Consultants were the first evolutions of this where you get a consultant on retainer, which is kind of like a subscription to that person, but you could also pay an hourly rate for consulting services.
Now subscription fees are more widely used. Instead of owning software, you have access to software through a subscription.
There are also new ways to approach pricing strategy due to the evolution of technology.
Many companies are adapting pricing models that allow people to try before they buy through demos, free trials and freemium models. All three allow people to use a product and see if it’s a good fit for their business.
There are companies who use freemium models and are comfortable having consumers who never pay a dollar for their business but may refer business or end up moving into a new role or new company and decide to purchase because the paid product is more relevant to them now.
SaaS companies have also started to include bulk pricing into their pricing model. The more of a particular product you purchase, the cheaper the unit price of that product. If you buy organic vegan gummies in bulk from Costco, the price per pouch of gummies is lower than if you only bought a six-count box from a grocery store. SaaS companies are pricing their products the same way so customers are buying for unit value.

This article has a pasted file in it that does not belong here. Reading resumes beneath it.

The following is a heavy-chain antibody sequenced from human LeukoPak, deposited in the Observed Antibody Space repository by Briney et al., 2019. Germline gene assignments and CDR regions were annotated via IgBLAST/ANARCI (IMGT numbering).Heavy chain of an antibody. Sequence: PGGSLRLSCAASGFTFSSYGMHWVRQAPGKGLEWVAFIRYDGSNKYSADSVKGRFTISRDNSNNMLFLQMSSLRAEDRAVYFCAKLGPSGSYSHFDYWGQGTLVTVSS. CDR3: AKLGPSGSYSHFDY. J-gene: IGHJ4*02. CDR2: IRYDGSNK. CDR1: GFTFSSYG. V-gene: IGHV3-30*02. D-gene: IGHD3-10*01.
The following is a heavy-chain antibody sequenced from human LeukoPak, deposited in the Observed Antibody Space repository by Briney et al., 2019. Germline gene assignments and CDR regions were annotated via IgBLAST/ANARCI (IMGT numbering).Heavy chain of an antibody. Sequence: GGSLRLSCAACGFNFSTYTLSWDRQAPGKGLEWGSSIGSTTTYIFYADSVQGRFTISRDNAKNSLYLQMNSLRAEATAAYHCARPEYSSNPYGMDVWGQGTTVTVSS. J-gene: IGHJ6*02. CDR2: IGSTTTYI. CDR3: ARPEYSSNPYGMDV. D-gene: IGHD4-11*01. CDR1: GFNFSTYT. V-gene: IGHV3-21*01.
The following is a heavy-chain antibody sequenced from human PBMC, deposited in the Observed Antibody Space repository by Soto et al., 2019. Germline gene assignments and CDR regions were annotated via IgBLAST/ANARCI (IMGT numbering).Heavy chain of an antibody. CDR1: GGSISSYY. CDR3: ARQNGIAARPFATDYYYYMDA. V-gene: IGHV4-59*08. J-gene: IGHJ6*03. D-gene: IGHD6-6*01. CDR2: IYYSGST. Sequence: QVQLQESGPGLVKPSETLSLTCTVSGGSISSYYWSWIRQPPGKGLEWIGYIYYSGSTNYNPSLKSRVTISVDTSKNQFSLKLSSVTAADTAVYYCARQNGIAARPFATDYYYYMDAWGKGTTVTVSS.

For example, HubSpot’s Marketing Hub has different tiers with different amounts of contacts included. As you increase your tier level, the price per individual contact is less even though the overall cost of using HubSpot is higher, so you’re getting a better value.
Video hosting platforms operate the same way, but their value proposition is the number of videos you can host. Higher prices and plans include lower per-video costs: it might cost $200 for the plan that allows 20 videos or $850 for a plan that allows 100 videos.
For software where the value offering is the amount of time it's licensed for, bulk pricing is available in the form of annual prices instead of month-to-month rates. Software might cost $12 a month or $120 for the whole year, offering a lower cost for customers who purchase a larger quantity (in this case, the length of time they’ll use the software).